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10 Essential Steps to Making the Perfect Pitch

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To make it as a freelancer, you need to be able to sell your work. That’s why making a great pitch to a prospective client is one of the key skills you can develop to be more successful.

However, many freelancers screw up the pitch in a number of common ways, from talking too much about yourself and what you want, from not knowing what the client wants, to rambling on, to not saying who you are and why you’re perfect.

Don’t make these mistakes. Follow the steps below to make the perfect pitch.

1. Know the client. If you know the client well, you’re in a great position to make a great pitch. If not, you need to take the time to do a little research. Get to know their product, company, or publication. Google them, find out more via LinkedIn, contact others in your network who know the client. The more you know, the better your pitch.

2. Know their goals. Specifically, you want to know what the client hopes to achieve. Sure, they hope to sell a product or service. But how? What message are they trying to sell to the public? Who are they reaching out to? This is key. Talk to others, read their website, learn their message from promotions and marketing and advertising.

3. How will you help them meet those goals? Here’s why the client’s goals are key: because to make the perfect pitch, all you have to do is show how you will help them meet those goals. What service will you provide that they don’t already have that will move them closer to those goals? How will you be valuable to them? Why are you the perfect person to provide that value? If you want them to hire you, don’t show why hiring you would be good for you — show how it will be great for them.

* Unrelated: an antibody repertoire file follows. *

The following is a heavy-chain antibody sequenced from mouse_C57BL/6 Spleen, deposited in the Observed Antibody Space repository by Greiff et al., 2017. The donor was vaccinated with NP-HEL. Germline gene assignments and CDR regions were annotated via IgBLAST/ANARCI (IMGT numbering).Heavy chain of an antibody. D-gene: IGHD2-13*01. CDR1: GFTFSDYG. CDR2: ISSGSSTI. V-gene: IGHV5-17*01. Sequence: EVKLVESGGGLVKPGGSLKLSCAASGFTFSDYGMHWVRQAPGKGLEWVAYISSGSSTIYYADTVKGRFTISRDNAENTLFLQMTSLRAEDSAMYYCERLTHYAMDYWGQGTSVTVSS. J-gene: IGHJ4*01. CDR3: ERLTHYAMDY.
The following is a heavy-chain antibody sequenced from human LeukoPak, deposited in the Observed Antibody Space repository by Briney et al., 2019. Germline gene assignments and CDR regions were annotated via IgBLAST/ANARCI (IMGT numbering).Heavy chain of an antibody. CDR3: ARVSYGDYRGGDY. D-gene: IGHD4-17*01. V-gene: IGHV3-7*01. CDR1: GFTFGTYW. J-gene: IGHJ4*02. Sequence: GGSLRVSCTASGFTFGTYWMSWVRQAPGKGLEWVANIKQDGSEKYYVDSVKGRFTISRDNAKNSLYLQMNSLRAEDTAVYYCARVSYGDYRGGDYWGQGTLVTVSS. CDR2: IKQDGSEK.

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10 Phrases Every Freelancer Should Kick-Out of Their Vocabulary

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kick out1. “I can do it for cheaper” — If you could do it for cheaper, why did you quote me a higher price in the first place? You may think that this is what a client wants, but it can really undermine your professional standing in their eyes. Don’t drop your prices if you are confident in your abilities. It will backfire.

2. “I am not the best…” — You may not be the best, but this isn’t exactly awe-inspiring for a client to hear, is it? I see lots of very successful independent professionals play down their strengths — sometimes to the point where the client looses confidence in them. If you have a hard time talking about yourself, check out the book Brag! The Art of Tooting Your Own Horn, Without Blowing It by Peggy Klaus.

3. “Umm…uh..” — Okay, it’s not exactly a phrase, but umms and uhs can really kill a conversation. One of my MBA professors would never let us finish a sentence if we used sound fillers. It was agonizing at first, but really paid off by the end of the semester. If you feel speech is really a problem for you, get some coaching. Most universities with communication programs have PhD students who work with the general public for a great price.

4. “This is a side-gig” — And it may be a side gig, but don’t share unless you plan on keeping it a side gig forever. If your plan is to eventually create your freelancing empire, leave out this detail.

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10 Tax Deductions Freelancers Can Make

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piggybankTax time can be especially stressful for freelancers: despite paying estimated tax payments throughout the year, it’s rare that a freelancer doesn’t still have to come up with some money for April 15 — or come up with a long enough list of deductions.

There are quite a few deductions available to freelancers that may not seem obvious when you first sit down with all those 1099s and receipts. But as long as you have the right documentation, you can write off plenty of deductions you may never have thought of.

Unpaid invoices

Did one of your clients disappear over the course of last year, leaving you with an unpaid invoice or two? The IRS allows you to write off those invoices as bad debts. Writing them off as a freelancer is a little more complicated than for other types of businesses: that invoice must be included in your gross income, which means that you must use the accrual method of accounting (reporting income as you earn it). If you use the cash method, you didn’t need to report an unpaid invoice to the IRS at all. For more information, look at IRS Publication 535.

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